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And it extends across the northern region that will be most directly involved in the industry’s development — from the gas-producing areas in the northeast to the coastal northwest where the export facilities will be located.rally crop2

So it would have been hugely welcome if these rallies had been followed, as expected, by a federal decision on environmental approval of one the largest and most promising LNG proposals. Instead, on the weekend prior to the anticipated decision, federal regulators “paused the legislated timeline” in the review of the Pacific Northwest LNG project near Prince Rupert.

A decision from Ottawa has now been pushed to three months after the proponent is able to respond to yet further requests for information. We now have an uncertain end date for a review process that began some three years ago and was originally expected to take only a year.

This willingness to impose further delay on an already extensively reviewed project is troubling, particularly in combination with the federal determination to impose additional review requirements on major projects. Project-specific assessments of upstream greenhouse gas emissions, for example, will add to the complexity and uncertainty of reviews. And they are a regulatory add-on to what is already strong action on carbon pricing and reduction at the provincial level.

There are a lot of ways to scuttle natural resource development and other major projects. A clear “no” is the simplest and probably most principled. But another approach, that may come with less political cost, is simply to delay and defer. To play review processes out until an investment- or market-related window closes and proponents are left with no choice but to pursue opportunities elsewhere.

We’ve been warned on this. Last month the ambassador from Japan, where one of the major backers of Pacific Northwest LNG is headquartered, noted in a submission to regulators that: “If the approval of the environment assessment is delayed further, Canada may run the risk of missing the chance to export LNG to the growing Asian market for a long time.”

BC Rally LNG NOW2And now it has been delayed further. Is the new federal government playing for time, and looking for an indirect way to scuttle LNG development in B. C.? Knowing the importance northern British Columbians place on such potential development — and the difference it could make to businesses and workers coping with downtime and uncertainty — I certainly hope not.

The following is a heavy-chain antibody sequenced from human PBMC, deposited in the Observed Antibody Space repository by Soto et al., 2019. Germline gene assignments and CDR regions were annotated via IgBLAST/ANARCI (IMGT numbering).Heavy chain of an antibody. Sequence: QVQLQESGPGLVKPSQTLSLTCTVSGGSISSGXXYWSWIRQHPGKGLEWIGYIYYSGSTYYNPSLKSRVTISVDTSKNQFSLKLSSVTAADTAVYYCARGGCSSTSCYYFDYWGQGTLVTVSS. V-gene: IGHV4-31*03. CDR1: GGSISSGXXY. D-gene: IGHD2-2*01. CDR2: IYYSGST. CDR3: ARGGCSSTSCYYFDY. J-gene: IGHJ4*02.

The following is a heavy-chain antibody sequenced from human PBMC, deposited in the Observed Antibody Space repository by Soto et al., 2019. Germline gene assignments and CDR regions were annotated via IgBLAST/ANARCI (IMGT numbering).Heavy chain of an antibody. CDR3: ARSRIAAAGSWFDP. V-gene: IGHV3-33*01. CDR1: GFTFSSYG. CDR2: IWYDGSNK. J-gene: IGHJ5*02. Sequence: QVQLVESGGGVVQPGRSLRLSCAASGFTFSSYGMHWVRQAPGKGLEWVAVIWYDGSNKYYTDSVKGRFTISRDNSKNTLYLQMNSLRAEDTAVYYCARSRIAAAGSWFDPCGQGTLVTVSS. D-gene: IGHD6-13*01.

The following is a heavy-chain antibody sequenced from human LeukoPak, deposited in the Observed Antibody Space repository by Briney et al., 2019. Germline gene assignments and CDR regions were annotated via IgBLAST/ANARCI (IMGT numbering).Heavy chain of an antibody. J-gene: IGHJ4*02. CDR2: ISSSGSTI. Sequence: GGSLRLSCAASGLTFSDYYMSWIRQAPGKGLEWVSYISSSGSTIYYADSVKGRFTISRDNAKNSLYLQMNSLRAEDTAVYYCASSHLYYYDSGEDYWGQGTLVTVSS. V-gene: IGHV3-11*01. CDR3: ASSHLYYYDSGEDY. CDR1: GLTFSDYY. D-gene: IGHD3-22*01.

The delayed decision on Pacific Northwest LNG was bad news for northerners and for all British Columbians and Canadians. The Conference Board of Canada recently pegged the impact of a 30-million-tonnes-per-year LNG industry at $7.4 billion in national economic growth annually and increase national employment by 65,000 jobs. These are jobs created by the private sector. They are not taxpayer supported jobs. A significant proportion of those benefits is now at further risk.

I think it’s too soon to conclude that that’s what the new federal government intended. But it could certainly stand to demonstrate an understanding of the importance of and depth of support for these projects, and an ability to make timely decisions on them.

Philip Hochstein is president of the Independent Contractors and Businesses Association of B.C., whose 1,200 members build in every construction sector and are involved in virtually all major capital projects in B.C.

Article first published in the The Province.

Myths and Facts

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Getting to Yes: It’s where British Columbians want to be

“British Columbians understand the importance of natural-resource and other types of major projects, and are confident we can pursue them in an environmentally responsible way.”

The Independent Contractors and Businesses Association of British Columbia © 1975 - 2016